But that support for the Brotherhood isolates Turkey and Qatar politically and economically from neighboring states. Turkey’s ailing economy and worsening relations with the EU pose immediate threats. That situation is not sustainable long-term, Sarhan said.
“Turkey and Qatar have offered safe haven to many of the MB middle level leaders, where they have helped establish media outlets to spread their message. Nevertheless, the future of the support given to MB members in these countries [is] questionable,” Sarhan said.
Meanwhile, intellectual and organizational stagnation has the Brotherhood pushing the same political agenda it offered during the 1970s. That program focused on infiltrating Egypt’s Parliament, vocational syndicates and student unions while promoting archaic social programs that don’t fit modern times. This included attempts to ban forms of arts such as opera and ballet. During its one year in power, an aggressive program of “Brotherhoodization” of the Egyptian state was pursued through major government appointments of Brotherhood-aligned officials.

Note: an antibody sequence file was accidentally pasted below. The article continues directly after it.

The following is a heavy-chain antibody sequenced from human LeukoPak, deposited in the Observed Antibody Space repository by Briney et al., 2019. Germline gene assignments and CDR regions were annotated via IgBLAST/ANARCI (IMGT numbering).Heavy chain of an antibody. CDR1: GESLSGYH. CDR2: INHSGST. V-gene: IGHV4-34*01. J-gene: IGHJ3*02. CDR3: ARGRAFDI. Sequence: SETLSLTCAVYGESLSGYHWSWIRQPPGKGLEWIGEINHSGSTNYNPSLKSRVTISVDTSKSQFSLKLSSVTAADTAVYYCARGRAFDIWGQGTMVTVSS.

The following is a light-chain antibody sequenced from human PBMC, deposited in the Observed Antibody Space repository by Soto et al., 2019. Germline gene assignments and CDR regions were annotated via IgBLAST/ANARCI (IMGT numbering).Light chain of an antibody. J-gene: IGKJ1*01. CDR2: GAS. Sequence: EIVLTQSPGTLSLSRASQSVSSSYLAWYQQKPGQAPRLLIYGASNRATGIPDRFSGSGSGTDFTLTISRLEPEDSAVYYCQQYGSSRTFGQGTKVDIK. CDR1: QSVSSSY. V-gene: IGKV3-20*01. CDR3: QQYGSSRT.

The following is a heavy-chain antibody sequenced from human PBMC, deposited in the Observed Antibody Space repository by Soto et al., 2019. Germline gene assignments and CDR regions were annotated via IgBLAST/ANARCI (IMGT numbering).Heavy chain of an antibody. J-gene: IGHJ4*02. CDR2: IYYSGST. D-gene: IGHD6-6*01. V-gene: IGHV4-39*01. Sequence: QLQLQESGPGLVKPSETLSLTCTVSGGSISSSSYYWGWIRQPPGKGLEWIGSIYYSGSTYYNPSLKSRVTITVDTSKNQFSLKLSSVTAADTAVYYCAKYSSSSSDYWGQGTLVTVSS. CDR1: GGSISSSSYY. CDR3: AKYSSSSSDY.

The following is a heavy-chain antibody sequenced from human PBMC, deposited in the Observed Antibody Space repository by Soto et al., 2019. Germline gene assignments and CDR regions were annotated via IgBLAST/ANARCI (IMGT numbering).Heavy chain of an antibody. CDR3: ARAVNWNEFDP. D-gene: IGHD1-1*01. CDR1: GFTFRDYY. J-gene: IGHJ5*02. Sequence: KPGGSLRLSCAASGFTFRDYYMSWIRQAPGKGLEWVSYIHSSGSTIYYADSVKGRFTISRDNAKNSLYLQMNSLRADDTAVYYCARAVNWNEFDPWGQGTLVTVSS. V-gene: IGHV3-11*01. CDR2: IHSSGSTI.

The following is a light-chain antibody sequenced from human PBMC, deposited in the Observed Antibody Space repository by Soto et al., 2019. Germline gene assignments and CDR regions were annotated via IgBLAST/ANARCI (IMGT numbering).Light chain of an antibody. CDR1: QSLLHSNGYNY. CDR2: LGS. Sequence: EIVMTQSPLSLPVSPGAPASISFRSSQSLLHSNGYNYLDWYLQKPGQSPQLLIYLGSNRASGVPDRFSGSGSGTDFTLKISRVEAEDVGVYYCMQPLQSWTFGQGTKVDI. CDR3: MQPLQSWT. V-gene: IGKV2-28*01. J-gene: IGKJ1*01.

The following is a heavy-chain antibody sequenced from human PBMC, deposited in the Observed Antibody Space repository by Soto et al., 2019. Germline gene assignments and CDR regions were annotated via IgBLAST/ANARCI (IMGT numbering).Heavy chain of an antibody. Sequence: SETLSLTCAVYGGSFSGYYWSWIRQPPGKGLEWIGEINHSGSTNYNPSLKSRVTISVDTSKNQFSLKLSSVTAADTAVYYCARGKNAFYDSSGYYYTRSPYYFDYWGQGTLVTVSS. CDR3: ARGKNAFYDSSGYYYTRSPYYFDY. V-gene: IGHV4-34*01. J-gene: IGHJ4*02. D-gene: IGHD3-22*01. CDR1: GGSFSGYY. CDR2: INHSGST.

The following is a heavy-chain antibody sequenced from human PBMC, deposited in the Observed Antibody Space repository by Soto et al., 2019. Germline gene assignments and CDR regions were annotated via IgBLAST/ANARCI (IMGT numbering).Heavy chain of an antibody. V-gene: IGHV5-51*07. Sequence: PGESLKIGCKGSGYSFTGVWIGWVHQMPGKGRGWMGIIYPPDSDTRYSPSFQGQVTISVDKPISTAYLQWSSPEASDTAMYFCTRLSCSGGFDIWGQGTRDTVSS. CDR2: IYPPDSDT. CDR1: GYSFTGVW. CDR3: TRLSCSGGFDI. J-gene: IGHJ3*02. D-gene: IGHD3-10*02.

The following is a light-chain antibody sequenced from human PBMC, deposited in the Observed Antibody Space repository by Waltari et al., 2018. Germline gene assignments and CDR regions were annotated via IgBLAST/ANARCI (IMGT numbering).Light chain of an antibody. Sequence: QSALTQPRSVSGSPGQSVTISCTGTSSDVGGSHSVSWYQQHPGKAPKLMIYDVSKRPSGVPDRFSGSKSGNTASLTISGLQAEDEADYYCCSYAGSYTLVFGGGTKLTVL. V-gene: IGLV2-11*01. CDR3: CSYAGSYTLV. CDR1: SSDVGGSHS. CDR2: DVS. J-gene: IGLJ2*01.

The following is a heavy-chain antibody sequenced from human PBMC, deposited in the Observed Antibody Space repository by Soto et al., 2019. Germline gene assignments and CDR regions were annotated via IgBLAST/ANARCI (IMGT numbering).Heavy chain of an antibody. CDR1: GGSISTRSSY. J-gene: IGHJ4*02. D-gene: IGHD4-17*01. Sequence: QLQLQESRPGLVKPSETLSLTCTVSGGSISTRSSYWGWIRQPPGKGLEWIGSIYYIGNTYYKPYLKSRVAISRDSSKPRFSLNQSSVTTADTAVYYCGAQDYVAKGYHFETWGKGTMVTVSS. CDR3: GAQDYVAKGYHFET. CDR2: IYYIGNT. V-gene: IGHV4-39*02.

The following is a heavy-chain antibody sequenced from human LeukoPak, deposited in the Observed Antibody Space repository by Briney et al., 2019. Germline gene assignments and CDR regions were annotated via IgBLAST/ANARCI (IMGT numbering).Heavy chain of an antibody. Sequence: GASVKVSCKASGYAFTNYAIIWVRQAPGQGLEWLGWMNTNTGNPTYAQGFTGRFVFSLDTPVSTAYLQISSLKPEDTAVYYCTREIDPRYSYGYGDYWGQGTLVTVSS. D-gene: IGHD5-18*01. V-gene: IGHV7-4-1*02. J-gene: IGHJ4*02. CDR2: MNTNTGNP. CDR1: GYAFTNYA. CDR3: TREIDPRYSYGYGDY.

“Islamists in general, and MB sympathizers in particular, will always find their ways through the different political organizations in Egypt, especially labor syndicates and parties of the left movement,” Sarhan said. “The only way [to stop that] is to open up the political landscape to the liberal parties, while keeping the pressure on Islamists.”